WikiLeaks cable nails Cope
Johannesburg - Rival Congress of the People (Cope) leaders Mosiuoa Lekota and Mbhazima Shilowa “both have massive egos” and “want nothing more than to be president of South Africa”.
This is according to a leaked diplomatic cable from the US embassy in Pretoria, obtained exclusively by City Press.
The cable – one of 250 000 leaked to WikiLeaks and not yet public – quotes Cope’s former spokesperson and Lekota’s personal assistant, Tseliso Phomane, as saying: “Shilowa’s people are smart, but they are also ruthless. They will see to it that Lekota is pushed aside and that Shilowa is positioned to be the leader of the party.”
Phomane, who is no longer actively involved in the party, has described the cable as a “fabrication” and a “bundle of lies and inconsistencies”.
The power struggle between the two leaders reached new heights last week when Cope’s elective conference ended in a shambles, with Shilowa claiming victory amid rumours that he and Lekota nearly came to blows.
The cable, written by an unnamed US embassy political officer, is dated September 2 2009 and purports to record a meeting between embassy staff and Phomane in August last year.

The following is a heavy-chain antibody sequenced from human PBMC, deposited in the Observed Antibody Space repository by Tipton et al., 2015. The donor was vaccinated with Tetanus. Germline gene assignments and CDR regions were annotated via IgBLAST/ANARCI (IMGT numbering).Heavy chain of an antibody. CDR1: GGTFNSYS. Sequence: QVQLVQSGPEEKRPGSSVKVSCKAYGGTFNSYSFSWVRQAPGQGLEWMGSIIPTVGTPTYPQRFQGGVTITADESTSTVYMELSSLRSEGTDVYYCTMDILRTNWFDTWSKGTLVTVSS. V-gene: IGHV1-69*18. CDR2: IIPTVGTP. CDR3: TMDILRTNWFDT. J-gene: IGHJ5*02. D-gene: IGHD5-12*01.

But Phomane says he only met the Americans on three formal occasions: at the Cope launch, at a dinner where Lekota was hosted by the US ambassador, and at a meeting at the US embassy attended by Lekota and Cope’s former parliamentary leader, Mvume Dandala.
Phomane expressed shock after reading a copy of the cable sent to him. He suggested there was a “scheme” to discredit him and “fabricate a picture that seeks to paint a view of how the Americans view Cope, its leaders or their idea of Cope”.
The cable, titled “Lekota personal assistant warns ‘watch out for Shilowa’”, details US embassy efforts to gain a deeper insight into the “continued political infighting that has plagued the party since it appointed Dandala as its presidential candidate over Lekota”.
The US embassy official concludes that “ongoing political infighting in Cope may not be entirely bad” as it “could rid the organisation of several big egos”.
It continued: “Shilowa and his allies may be ‘ruthless’, but Gauteng was probably governed more effectively than the defence ministry was under Lekota.”
Cope spokesperson Phillip Dexter said: “The comments – if they are Phomane’s – are his personal view and do not reflect the view of the party.”
Elizabeth Kennedy Trudeau, a US embassy spokesperson, said the cables comprised “day-to-day reporting from US embassies around the world to Washington and are not public statements or public policy”.